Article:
Black Businesses In Portland Are Finding Success Supporting Each Other
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Portland’s Black Businesses and Entrepreneurs Find Success Working Together

Portland
(Image: Twittter)

Black-owned businesses in Portland, Oregon, have found financial, emotional, and technical support by working with each other creating a tight-knit network of Black residents.

Since the 2020 Black Lives Matter movement, Black-owned businesses in Portland have been focused on supporting and collaborating in part due to the city’s reckoning with its racist past and because of the increasing number of small Black businesses popping up in the city.

Additionally, local projects such as the Come Thru Market are supporting Black-owned businesses in the city, but what has truly helped elevate Black businesses in Portland is collaboration and working specifically and often exclusively with other Black-owned businesses.

Brea Gladney, owner of Treats By B pastries at Plant Based Papi’s restaurant told Eater Portland that when she arrived from Oakland almost 10 years ago, she immediately began connecting with other Black-owned businesses in the area.

“I cater to everybody, [but] when I do look at it, everybody I do work with is Black,” Gladney said. “That has made it a lot easier from a cultural aspect, because they just get it. The products blend together more naturally—taste, look-wise…It’s not from a shade standpoint; in a sense, we have to. There’s a different way we look out for each other. It makes it easier to win with your people.”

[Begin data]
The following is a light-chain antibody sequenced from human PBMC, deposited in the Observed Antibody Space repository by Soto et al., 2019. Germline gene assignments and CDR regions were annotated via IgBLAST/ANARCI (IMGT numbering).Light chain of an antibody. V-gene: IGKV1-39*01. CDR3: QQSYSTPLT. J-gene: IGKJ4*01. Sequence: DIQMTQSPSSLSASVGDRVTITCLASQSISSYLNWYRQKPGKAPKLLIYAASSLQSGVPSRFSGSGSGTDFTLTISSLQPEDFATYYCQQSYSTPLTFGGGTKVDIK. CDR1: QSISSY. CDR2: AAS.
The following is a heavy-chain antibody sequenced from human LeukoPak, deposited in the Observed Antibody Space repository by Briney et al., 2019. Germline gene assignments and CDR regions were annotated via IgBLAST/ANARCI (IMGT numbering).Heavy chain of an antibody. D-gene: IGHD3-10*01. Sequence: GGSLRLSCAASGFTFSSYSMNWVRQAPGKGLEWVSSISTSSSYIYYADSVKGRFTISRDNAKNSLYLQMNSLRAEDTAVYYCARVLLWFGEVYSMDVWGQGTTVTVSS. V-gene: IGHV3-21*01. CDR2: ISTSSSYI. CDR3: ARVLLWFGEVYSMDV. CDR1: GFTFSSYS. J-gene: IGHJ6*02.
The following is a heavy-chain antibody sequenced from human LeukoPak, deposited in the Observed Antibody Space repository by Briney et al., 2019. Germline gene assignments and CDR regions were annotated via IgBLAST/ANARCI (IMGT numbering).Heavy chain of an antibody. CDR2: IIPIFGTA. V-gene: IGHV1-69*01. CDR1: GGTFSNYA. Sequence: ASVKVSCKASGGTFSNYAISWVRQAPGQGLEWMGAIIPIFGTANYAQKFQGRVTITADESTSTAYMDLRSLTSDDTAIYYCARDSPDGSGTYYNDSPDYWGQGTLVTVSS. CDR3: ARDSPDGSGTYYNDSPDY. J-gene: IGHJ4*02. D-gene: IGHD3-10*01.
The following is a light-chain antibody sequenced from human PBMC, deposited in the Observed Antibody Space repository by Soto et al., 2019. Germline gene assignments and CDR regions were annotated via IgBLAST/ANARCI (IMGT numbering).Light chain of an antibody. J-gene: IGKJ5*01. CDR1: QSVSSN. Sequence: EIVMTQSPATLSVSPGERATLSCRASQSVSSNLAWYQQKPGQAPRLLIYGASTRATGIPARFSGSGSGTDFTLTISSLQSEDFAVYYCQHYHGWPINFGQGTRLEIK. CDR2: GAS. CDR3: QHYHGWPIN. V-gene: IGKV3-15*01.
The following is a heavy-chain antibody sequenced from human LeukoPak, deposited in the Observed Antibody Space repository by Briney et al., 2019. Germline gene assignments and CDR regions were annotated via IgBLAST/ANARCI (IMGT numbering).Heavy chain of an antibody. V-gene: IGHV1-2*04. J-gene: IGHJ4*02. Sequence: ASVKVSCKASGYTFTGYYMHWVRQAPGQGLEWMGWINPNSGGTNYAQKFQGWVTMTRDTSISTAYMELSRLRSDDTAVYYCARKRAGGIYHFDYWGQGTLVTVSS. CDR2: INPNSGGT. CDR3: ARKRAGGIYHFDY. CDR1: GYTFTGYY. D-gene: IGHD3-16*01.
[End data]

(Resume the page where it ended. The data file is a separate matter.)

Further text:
Last year, Gladney began selling her pastries at Plant Based Papi’s, pairing her sugary goods with owner Jewan Manuel’s vegan comfort food. Manuel has said that when he opened his restaurant,  he wanted to open up the space for other small Black businesses to get their start.

“That’s what got me here: people offering me opportunities,” he told Eater in 2020. “I’m excited to offer that to someone else.”

Due to decades of institutional racism, Portland’s Black community is small. However, the small population gives those who are part of it an opportunity to stand out and find each other. Many of the Black businesses collaborating in Portland got their start during the COVID-19 pandemic—using each other to buy products, help with staffing, and even work together.

David Hall moved from Los Angeles to Portland and opened the sports bar Jackie’s last summer. Hall told Eater Portland knew he wanted to work with other Black businesses. The bar now uses Drink Mamey juices as the foundation for Its mimosas. Diners can also order Deadstock coffee.

For Hall, incorporating Drink Mamey and Deadstock is more than just a business decision: it’s also provided Hall with a sense of emotional and financial support among other Black people and businesses in Portland.


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